Hitler was “saturated” with drugs, and throughout the war became increasingly dependent on a cocktail of substances, according to a new book.

While the Nazis appeared to be clean cut and opposed to chemicals, a pill called Pervitin became widely available under Hitler, according to Blitzed: Drugs in the Third Reich” by Normal Ohler.

Even Germany's soldiers were taking it.

Its active ingredient, methamphetamine, is now known as crystal meth, according to the book.

Drugs “seeped all the way up to the Nazi high command and, especially, to Hitler himself,” the book’s blurb states.

Hitler allegedly began his dependency in 1941, with steroid and animal hormone injections. Between then and the second half in 1994, Hitler “hardly enjoyed a sober day” and his veins were "so wrecked" that his doctor cold "barely penetrate them," writes Ohler.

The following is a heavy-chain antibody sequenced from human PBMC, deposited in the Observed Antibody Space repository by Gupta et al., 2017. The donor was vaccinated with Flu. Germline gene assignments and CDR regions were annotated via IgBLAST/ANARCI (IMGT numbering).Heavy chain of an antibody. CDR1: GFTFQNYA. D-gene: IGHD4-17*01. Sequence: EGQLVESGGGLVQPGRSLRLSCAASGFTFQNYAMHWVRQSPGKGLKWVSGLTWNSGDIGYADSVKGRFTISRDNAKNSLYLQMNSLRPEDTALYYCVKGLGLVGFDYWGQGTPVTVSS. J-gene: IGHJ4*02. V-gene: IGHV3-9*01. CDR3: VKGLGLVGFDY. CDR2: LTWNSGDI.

And although it’s widely believed Hitler had Parkinson’s disease later on in his life, Ohler says he could, in fact, have been experiencing symptoms of withdrawal as factories were bombed out and drugs became much harder to come by.

However, renowned historian Richard J Evans disputes much of the book, including Ohler’s claims that the whole nation took Pervitin.

He calls it a “sweeping generalisation” in his Guardian review.

Worse than that, Evans writes that its dangerous to hint, as he suggests the book does, that Germans weren’t responsible for the support they gave the Nazi regime because they were so drugged up.

“No wonder this book has been a bestseller in Germany,” he writes.

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